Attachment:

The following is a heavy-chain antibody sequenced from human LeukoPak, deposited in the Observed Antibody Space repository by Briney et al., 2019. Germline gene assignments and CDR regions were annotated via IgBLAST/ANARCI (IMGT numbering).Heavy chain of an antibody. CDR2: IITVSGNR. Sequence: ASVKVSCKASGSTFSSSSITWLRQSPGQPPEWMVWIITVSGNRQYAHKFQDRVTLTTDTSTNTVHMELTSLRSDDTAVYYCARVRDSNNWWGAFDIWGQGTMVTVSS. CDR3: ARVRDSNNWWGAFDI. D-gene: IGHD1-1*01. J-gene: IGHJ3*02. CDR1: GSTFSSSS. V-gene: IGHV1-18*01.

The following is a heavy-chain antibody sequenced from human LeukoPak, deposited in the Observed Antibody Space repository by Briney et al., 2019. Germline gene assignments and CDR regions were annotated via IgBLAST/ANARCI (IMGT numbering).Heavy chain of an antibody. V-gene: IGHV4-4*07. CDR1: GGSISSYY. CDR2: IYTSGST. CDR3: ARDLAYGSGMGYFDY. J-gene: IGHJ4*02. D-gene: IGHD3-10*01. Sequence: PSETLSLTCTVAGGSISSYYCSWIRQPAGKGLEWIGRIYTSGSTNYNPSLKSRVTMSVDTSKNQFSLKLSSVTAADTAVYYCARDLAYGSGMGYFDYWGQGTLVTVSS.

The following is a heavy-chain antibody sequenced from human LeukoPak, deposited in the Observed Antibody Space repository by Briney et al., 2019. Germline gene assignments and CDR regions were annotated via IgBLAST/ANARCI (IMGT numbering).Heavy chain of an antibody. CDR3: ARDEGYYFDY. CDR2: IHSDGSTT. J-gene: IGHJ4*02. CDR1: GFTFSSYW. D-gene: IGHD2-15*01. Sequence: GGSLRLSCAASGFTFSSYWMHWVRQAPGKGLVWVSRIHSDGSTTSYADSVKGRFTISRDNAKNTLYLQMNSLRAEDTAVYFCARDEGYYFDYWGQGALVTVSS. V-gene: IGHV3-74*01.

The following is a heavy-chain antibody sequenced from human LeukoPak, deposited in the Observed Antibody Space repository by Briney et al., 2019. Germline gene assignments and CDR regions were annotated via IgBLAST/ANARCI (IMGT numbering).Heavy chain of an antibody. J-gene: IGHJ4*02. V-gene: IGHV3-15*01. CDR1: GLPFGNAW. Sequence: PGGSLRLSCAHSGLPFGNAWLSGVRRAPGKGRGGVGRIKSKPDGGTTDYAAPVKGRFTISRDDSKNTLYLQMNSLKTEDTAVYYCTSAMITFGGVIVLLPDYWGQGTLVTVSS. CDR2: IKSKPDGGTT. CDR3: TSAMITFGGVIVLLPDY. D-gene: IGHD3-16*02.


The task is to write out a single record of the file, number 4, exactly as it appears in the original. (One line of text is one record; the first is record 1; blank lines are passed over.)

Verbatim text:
The following is a heavy-chain antibody sequenced from human LeukoPak, deposited in the Observed Antibody Space repository by Briney et al., 2019. Germline gene assignments and CDR regions were annotated via IgBLAST/ANARCI (IMGT numbering).Heavy chain of an antibody. J-gene: IGHJ4*02. V-gene: IGHV3-15*01. CDR1: GLPFGNAW. Sequence: PGGSLRLSCAHSGLPFGNAWLSGVRRAPGKGRGGVGRIKSKPDGGTTDYAAPVKGRFTISRDDSKNTLYLQMNSLKTEDTAVYYCTSAMITFGGVIVLLPDYWGQGTLVTVSS. CDR2: IKSKPDGGTT. CDR3: TSAMITFGGVIVLLPDY. D-gene: IGHD3-16*02.